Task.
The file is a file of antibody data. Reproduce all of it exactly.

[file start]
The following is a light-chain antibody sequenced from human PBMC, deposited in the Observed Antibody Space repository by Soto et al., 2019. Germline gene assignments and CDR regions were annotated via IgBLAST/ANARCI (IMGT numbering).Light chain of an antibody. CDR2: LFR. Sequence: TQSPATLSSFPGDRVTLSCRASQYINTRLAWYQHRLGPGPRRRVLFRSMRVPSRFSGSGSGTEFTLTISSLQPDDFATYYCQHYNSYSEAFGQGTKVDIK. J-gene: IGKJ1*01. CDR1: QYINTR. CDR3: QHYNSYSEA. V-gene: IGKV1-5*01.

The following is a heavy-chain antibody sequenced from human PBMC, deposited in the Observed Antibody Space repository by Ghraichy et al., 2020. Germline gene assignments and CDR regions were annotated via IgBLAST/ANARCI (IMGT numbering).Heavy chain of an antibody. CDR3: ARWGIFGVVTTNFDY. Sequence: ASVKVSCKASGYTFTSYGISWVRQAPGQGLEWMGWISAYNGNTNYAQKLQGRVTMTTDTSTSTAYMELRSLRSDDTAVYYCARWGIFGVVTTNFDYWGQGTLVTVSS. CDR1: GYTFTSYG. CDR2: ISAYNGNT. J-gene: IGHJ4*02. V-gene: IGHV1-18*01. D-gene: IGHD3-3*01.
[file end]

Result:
The following is a light-chain antibody sequenced from human PBMC, deposited in the Observed Antibody Space repository by Soto et al., 2019. Germline gene assignments and CDR regions were annotated via IgBLAST/ANARCI (IMGT numbering).Light chain of an antibody. CDR2: LFR. Sequence: TQSPATLSSFPGDRVTLSCRASQYINTRLAWYQHRLGPGPRRRVLFRSMRVPSRFSGSGSGTEFTLTISSLQPDDFATYYCQHYNSYSEAFGQGTKVDIK. J-gene: IGKJ1*01. CDR1: QYINTR. CDR3: QHYNSYSEA. V-gene: IGKV1-5*01.

The following is a heavy-chain antibody sequenced from human PBMC, deposited in the Observed Antibody Space repository by Ghraichy et al., 2020. Germline gene assignments and CDR regions were annotated via IgBLAST/ANARCI (IMGT numbering).Heavy chain of an antibody. CDR3: ARWGIFGVVTTNFDY. Sequence: ASVKVSCKASGYTFTSYGISWVRQAPGQGLEWMGWISAYNGNTNYAQKLQGRVTMTTDTSTSTAYMELRSLRSDDTAVYYCARWGIFGVVTTNFDYWGQGTLVTVSS. CDR1: GYTFTSYG. CDR2: ISAYNGNT. J-gene: IGHJ4*02. V-gene: IGHV1-18*01. D-gene: IGHD3-3*01.